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What would you think of a vision for the region which warns about the need for “transformative actions and unprecedented collaboration” and also recognizes that 20 per cent of the children in the region will grow up poor, and two million people will live in places that could be leveled by storms and flooding?

No, it’s not metropolitan Vancouver, but Metropolitan New York. Published by the Regional Planning Association (RPA)  which has served New York City  and  the surrounding 31 counties  for decades, their report Charting a New Course: A Vision for a Successful Region  cites many of the same challenges as we face in Metro Vancouver. They identify the need for enhanced job creation, housing, physical infrastructure and human development strategies.

Interestingly, the report also seeks to “expand multifamily homes in affluent towns and neighbourhoods by more than 50 per cent”.

Through infill and redevelopment accommodating multifamily housing at twice the rate as currently being built, the RPA believes the inclusion of lower and moderate income units will increase accessibility to good schooling and adequate housing.

Currently the RPA estimates that 51 per cent of household income in the New York City regional area goes to housing, real estate taxes, utilities and transportation. By increasing incomes, building new housing, efficient government and reducing driving times and distances the percentage of household income devoted to “getting by” could shrink to 45 per cent.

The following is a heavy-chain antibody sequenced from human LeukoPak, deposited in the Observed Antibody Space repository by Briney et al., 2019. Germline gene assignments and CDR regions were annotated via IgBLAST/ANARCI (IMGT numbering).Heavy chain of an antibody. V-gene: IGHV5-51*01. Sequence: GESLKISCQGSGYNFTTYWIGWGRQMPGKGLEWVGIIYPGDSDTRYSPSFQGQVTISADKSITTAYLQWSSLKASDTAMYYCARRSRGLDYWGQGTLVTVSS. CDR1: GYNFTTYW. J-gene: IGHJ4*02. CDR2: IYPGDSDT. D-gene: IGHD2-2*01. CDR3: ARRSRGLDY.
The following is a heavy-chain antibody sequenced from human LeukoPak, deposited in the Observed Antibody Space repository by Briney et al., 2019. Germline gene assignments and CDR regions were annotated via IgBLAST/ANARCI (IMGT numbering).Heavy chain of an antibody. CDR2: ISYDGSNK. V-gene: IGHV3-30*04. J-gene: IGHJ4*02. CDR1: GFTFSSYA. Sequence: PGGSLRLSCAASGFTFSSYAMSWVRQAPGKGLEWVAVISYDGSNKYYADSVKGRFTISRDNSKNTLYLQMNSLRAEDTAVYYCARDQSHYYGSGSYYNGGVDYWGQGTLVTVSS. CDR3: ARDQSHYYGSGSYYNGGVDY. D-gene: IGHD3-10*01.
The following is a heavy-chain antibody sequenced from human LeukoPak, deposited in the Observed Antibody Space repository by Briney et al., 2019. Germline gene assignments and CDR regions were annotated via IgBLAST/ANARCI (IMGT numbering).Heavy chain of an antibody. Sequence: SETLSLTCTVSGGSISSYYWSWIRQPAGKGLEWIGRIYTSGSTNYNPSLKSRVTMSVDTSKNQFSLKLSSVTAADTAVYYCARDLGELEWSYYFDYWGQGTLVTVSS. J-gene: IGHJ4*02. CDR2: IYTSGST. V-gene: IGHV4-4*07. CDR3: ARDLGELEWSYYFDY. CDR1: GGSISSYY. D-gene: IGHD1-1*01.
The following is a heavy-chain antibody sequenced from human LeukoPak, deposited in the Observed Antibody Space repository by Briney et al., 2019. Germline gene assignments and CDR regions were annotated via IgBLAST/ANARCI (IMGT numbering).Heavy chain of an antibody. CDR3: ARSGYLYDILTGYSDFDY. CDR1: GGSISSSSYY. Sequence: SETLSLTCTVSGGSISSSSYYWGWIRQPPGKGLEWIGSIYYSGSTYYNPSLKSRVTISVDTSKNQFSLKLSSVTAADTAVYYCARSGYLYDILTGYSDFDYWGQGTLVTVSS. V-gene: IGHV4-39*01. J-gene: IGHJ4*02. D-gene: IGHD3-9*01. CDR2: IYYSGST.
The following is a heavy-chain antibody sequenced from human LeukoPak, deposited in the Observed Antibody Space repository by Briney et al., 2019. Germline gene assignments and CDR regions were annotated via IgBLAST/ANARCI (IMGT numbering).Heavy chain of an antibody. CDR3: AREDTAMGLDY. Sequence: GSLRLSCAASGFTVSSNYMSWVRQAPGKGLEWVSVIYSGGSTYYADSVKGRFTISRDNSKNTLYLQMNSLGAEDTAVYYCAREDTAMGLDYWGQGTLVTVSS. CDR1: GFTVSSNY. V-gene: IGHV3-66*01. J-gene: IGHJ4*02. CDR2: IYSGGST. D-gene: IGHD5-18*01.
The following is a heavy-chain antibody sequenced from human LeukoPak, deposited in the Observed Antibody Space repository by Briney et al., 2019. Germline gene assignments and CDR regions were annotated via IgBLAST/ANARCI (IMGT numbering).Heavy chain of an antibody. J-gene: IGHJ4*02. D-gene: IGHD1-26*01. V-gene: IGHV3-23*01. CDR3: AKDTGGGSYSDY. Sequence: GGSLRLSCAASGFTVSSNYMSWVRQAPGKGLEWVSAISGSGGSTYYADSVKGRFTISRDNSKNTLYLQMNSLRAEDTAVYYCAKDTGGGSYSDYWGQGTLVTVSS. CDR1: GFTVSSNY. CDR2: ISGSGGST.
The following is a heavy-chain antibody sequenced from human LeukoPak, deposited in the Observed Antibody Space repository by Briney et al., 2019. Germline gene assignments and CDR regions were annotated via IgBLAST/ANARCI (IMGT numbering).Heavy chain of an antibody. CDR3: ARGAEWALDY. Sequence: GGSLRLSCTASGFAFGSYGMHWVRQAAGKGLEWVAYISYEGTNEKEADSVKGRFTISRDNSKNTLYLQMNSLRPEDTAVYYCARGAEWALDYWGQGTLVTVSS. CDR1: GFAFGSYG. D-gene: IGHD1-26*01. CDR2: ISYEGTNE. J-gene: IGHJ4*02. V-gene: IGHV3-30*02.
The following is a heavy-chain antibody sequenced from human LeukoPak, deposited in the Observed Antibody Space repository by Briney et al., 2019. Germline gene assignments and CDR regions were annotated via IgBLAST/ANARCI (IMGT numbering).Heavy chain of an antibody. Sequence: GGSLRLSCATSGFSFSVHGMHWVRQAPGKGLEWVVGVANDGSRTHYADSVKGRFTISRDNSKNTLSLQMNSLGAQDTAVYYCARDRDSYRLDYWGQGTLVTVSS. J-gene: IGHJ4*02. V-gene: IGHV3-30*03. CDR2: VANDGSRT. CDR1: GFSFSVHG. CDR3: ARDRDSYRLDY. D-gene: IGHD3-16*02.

Three-quarters of new jobs and half of population growth should go to places within walking distance of transit. Two-thirds of new housing should be built in walkable communities. One-third of all work trips should be done by transit, with increasing shares of active transportation users. Preserve open space and agricultural areas. Limit growth on the flood plain.

The Regional Planning Association website is worth taking a look at simply for the clarity of thought and organization of “big ideas” to move the New York region into the 21st century. That clarity and mindfulness highlights the similarities between the New York Region and Metropolitan Vancouver-a large metropolitan area expanding on a river delta, with similar housing, employment , environmental and transportation challenges.